Employees of Stanley Widmer Associates stand behind a scale model of the boat being built with money from a U.S. Navy contract. From left are: Gary Gustafson, lead CAD engineer, Andy Stone, engine mechanic and Stanley Widmer, owner and inventor.
To create the aluminum mold for the boat hull, Stanley Widmer Associates Inc. built an exact replica of the boat in wood.
Staples company will soon test boat contracted for the military Stanley Widmer Associates Inc. is designing a double-hulled boat for the Navy
Stanley Widmer Associates Inc., Staples, has received a contract from the United States government to design and build a boat for the Navy. The aluminum boats currently used to blow up mines many times don't withstand the blast. The boat being designed in Staples will have a flexible double hull and be unsinkable.
The brains behind the project is Stanley Widmer. He conceived the idea of a double hull in the 1960s.
"I used to race boats," he said. "Sometimes the wave action would cause damage." He figured there had to be better hull material. That's when he thought of molding cross-linked polyethelene material and using a kiss-off (material that joined the two hulls together). He knew the material would be safer because it's lighter than water.
"Various chemists and engineers told me it wouldn't work," he said. "But I persisted."
In 1974, Widmer ran a patent search and came up with nothing. He continued to work on perfecting the method of molding the two hulls together and got his patent for the kiss-offs in 2002.
During those 28 years, Widmer owned and operated Widmer Associates, an engineering consulting firm he began in 1972, that helped develop a variety of products. When the attacks of Sept. 11, 2001, happened, his business died.
Looking to market his double hull idea, Widmer viewed a military bidding site. There he learned the Coast Guard was looking for a company that could build a better hull. He bid on the job and submitted a proposal. But, he didn't get the job because the Coast Guard couldn't wait the 12 months Widmer needed to get the job done, and he missed the deadline to get his proposal in.
Widmer then went to Homeland Security and bid on a job for a 31 foot boat. Two weeks before he was to begin that project, Homeland Security sent notice it was going with an aluminum hull instead of Widmer's idea.
"I think the government was scared it wouldn't work," he said.
From there, Widmer went to then Sen. Norm Coleman's office and asked for help in getting the money to build a test boat. He received a note back showing interest.
The funding from the U.S. Congress was signed by then President George W. Bush in December 2005.
"I originally asked for $6 million," said Widmer. "But, I only received $1.2 million for my project after a contract was approved and signed in March 2007. And that was after I filled out paperwork for a year."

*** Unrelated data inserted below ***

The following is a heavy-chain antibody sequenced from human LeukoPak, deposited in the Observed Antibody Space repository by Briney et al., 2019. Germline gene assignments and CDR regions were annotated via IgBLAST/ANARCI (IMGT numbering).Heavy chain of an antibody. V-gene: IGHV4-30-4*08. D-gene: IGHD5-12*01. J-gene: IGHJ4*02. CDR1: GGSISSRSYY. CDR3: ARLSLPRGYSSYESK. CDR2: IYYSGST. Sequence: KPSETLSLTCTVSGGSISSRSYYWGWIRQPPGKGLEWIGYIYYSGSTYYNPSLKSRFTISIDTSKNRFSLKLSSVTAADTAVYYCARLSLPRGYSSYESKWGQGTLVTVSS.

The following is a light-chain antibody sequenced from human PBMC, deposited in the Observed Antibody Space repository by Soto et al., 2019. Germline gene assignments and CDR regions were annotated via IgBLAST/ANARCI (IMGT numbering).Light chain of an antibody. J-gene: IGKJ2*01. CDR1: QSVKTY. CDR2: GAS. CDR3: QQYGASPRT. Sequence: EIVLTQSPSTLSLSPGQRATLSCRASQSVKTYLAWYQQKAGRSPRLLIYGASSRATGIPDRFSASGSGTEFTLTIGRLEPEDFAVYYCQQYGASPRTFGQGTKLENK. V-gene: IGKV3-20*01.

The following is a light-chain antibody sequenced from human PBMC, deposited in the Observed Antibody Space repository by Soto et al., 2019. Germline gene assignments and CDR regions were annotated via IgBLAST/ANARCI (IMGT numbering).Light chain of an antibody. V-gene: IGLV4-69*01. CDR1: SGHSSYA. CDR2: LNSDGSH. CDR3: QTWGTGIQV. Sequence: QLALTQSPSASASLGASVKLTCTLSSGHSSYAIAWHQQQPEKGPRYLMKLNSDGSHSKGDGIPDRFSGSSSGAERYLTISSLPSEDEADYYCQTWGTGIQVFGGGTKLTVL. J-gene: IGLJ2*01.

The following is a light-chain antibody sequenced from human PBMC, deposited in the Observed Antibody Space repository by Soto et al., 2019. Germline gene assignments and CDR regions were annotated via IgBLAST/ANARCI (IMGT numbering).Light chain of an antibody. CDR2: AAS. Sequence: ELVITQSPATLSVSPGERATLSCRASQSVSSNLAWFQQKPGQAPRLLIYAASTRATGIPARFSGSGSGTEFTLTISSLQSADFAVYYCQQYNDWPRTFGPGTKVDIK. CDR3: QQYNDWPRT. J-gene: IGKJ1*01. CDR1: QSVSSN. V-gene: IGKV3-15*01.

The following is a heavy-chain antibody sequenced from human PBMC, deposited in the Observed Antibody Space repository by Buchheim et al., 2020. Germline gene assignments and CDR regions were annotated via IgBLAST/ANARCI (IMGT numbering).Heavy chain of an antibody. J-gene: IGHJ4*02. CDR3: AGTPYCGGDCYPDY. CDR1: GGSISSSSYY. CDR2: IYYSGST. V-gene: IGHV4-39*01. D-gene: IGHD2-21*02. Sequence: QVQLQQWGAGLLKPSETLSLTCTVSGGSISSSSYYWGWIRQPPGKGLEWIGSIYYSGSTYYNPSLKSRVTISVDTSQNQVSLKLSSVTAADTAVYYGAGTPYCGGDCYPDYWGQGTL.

This past spring, Widmer received another $3 million to continue the project.
The original idea from the Navy was to build a remote controlled boat. It wanted the boat to send out signals to trigger mines placed in shipping lanes and harbors so the larger ships could pass safely.
"Now the Navy is leaning toward a silent-running, manned patrol boat," said Widmer. "It would have a .50 caliber gun installed and seating for two. It will be built to go 50 - 60 miles per hour."
Widmer said it was a hassle to add the gun because he was afraid of damage due to the recoil.
"I'm looking to add gas cylinders that will reduce the recoil," he said.
The boat will have a six-cylinder diesel engine and a transmission with forward and reverse. The prop will be built in the jet drive which sucks in the water and blows it out the back to propel the boat.
To create the hull, poly-ethylene pellets are poured into the aluminum castings and heated. During that process, a cross-link action takes place. After heating, the mold is cooled and the double hull is removed. The entire process takes about four hours.
The temperatures need to be exact or the cross-linking action won't occur. In that case, Widmer said the material would be normal high density polyethylene and unusable.
"The difference is huge," said Widmer. "If done correctly, the hull will flex and not break. It will be able to impact waves, withstand explosions and have some resistence to small arms fire."
"A whole boat pops out of the mold, with both hulls molded together using the kiss-offs," Widmer said. "In theory, if the hull fills with water when in use, it will roll over and dump the water. But, it won't sink."
Widmer said the boat will be ready for trial in 2010.
"When that happens I expect a lot of interest from both consumers and the military," said Widmer. "I think this will be the new age of boating material."